Wednesday, September 21, 2016

Gimli cast his hood over his face.

The Company stood silent beside the tomb of Balin. Frodo thought of Bilbo and his long friendship with the dwarf, and of Balin's visit to the Shire long ago. In that dusty chamber in the mountains it seemed a thousand years ago and on the other side of the world.

At length they stirred and looked up, and began to search for anything that would give them tidings of Balin's fate ...

'I fear the book had ill tidings to record ...' said Gandalf. 'The first clear word is sorrow, but the rest of the line is lost, unless it ends in estre. Yes, it must be yestre followed by day being the tenth of novembre Balin lord of Moria fell in Dimrill Dale. He went alone to look in Mirror mere. an orc shot him from behind a stone. we slew the orc, but many more ... up from east up the Silverlode. ... Poor Balin! He seems to have kept the title that he took for less than five years.'
--from The Fellowship of the Ring

I'm a bit of a night owl. This admission is no surprise to people who know me, but it also means that I'm used to the night sky and darkness in general. There were days at a previous job when I'd go to work early (3 AM local time) and leave at 7 PM, and in the winter I'd never see the sun in the sky.*

But after a few weeks of Moria, I've started craving the sun.

Although I may play one on LOTRO, I'm no elf. I don't mind urban environments, and as a kid I wanted to be an astrophysicist**, so I was fine with staying up all night working on telescopes. Khazad-dum, however, is a completely different animal.

Sure, there are places where there are wide open caverns that give the impression of space, but you're still enclosed under a mountain of rock.***

At least somebody has a sense of humor in this Valar forsaken place.
There's plenty to enjoy about the Mines of Moria, however, I can't shake the sense of impending doom. Sure, I know what happened to Durin's Bane courtesy of The Fellowship of the Ring, but that doesn't mean that the devs don't have more tricks up their sleeves. After all, the last third of Shadows of Angmar was a case study in an increasingly futile attempt to stop Angmar's inevitable victory in the North.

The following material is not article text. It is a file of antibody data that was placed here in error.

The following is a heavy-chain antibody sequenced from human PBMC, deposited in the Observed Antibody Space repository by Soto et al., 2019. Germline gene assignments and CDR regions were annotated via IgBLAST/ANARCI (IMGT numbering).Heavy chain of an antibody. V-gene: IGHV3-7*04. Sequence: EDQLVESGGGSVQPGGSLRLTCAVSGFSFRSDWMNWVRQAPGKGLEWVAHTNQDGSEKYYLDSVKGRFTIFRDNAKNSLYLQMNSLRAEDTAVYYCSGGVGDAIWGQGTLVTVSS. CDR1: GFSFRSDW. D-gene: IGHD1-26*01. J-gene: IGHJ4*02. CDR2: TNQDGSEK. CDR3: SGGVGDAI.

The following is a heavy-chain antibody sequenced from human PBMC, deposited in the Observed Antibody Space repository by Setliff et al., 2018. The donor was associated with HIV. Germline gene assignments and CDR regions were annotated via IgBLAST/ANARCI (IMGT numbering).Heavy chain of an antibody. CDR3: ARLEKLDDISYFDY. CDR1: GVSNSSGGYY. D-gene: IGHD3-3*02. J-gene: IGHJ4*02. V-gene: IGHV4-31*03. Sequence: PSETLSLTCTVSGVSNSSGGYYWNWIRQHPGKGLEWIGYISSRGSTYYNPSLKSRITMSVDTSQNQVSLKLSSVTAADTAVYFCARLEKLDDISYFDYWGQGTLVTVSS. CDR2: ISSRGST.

Having just completed the Waterworks (minus the raid part), all I can think of is that Balin and Company certainly weren't unprepared, and Balin himself was a shrewd and wise Dwarf. Was he simply blind to the reality of Durin's Bane, or did he think he'd marshaled enough forces to overcome what the entire Dwarf city of Khazad-dum could not? Of course, the expedition in the Expac is fortuitous in that a major obstacle (the Balrog) is removed, but the Balrog itself didn't destroy Balin's expedition; it was everyone else who'd moved into the Mines since the Dwarves fled who did it in.

(One of these days I should just go look up Stephen Colbert and shoot the breeze with him about whether he thought that Moria was reclaimed in the Fourth Age.)

*I would get in early so I could actually, you know, get work done. the 4-5 hours of (almost) nobody around meant that nobody would stop by and talk to me about stuff, so it meant I could focus on my large pile of work to do.

**I figured that since I was nearsighted --and consequently unable to sign up to be a fighter pilot-- going the science route would be the best way to qualify for the astronaut corps. There's one family story about when my grandmother asked me what I wanted to be when I grew up and I said "An Astrophysicist!" A puzzled look crept across her face, and she turned to my mom. In a loud whisper, she asked "What IS that?" "I don't know!" my mom whispered back.

***I've visited a couple of artificial caverns created by mining limestone (and Detroit has underground salt mines that I've not visited but are similar in scope), and the spaces created are similar but on a smaller scale. The closest I can describe it is the 21st Hall in terms of columns preventing the ceiling from collapsing, as I doubt Tolkien had the mining knowledge to understand how to tie the ceiling into the bedrock above and prevent the ceiling from collapsing. Tolkien could understand columns, however.

No comments:

Post a Comment